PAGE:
It is generally recommended that artists be consistent in their work. One of the variables included in the evaluation of consistency is color scheme. I have used a fairly consistent color scheme for some time, a triad that I can use to produce a pretty wide range of colors. Some samples are shown above and at right.
|Woman with a Wrapped Hat|
Every now and then I have used my normal palette of colors with one additional color to produce a painting that has a different twist. In "Woman with a Wrapped Hat" I added a spring green color in the background plus I shifted the color in the woman's face to be more integrated with her hat and scarf. Similarly, I added a muted green color in the background of "Making Tortillas" and shifted the color in her skin to integrate more with her clothing.
As you can see the subject matter, theme, and style of these paintings are consistent with my other paintings, but they are still unique. I've noticed these have been accepted into a wider number of exhibits and received more awards than many of my other paintings. I also find these paintings a bit more fascinating to look at.
As a result I decided to test out some new color schemes to see if some might be good additions to my portfolio adding interesting color twists. I started by painting a color saturation chart so I could see the range of values I could achieve with each paint color. The chart is shown at left. To be able to better see the value of each color I took a photo of the chart, desaturated the photo, and used the black and white version to determine the value of each square. With that information I can tell approximately how light and dark a color scheme can achieve and whether the range will support the dark and light range (value pattern) I want for a painting.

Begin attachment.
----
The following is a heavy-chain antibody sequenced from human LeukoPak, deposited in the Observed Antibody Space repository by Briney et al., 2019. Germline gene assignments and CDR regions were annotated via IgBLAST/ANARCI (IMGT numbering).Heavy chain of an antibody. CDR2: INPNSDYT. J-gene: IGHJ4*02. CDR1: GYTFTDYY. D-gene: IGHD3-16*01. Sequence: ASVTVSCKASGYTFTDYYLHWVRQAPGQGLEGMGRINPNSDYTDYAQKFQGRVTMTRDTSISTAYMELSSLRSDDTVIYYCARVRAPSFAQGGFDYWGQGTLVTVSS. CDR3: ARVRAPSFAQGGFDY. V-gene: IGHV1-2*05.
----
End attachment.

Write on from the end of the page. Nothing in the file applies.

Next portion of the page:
For example, the darkest warm colors on the left of the chart are the red in the 6th row and the purple in the last row. The darkest of the cool colors in the second column are the 4th, 6th, and 7th blues. Similarly you can see which colors can't get darker than medium dark. If using paints that are all light to medium dark, then combinations of these will not be darker than medium dark. The exception is when black is added in a monochromatic color scheme.
Next I selected 9 color schemes and painted the same pairs in each scheme. These are shown below. Some have a test color swatch created for the color scheme inset with the painting. By creating a test color swatch I can see which color combinations were darkest and lightest making color placement choices easier.
|Quin Red/Green Gold Complement|
|Muted Turq/Quin Red Complement|
Analogous Yellow to Crimson
with Cerulean Blue
I think having these color scheme samples will prove beneficial when doing future paintings. This exercise also gave me practice painting an object in a non-conventional color which I think results in more exciting paintings. You might find this type of exercise interesting to explore if you are looking to make some changes in your artwork.
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Copyright April M Rimpo 2016 All Rights Reserved. You may share my work with attribution and a link to this source site, but all other uses are prohibited.
WOW, terrific post April, so much information. Thanks for the peek into how you work. Love seeing the different schemes. bookmarking this one!ReplyDelete
Well you made my day, Sheila. I'm delighted it was helpful enough to be bookmarked. Thanks.Delete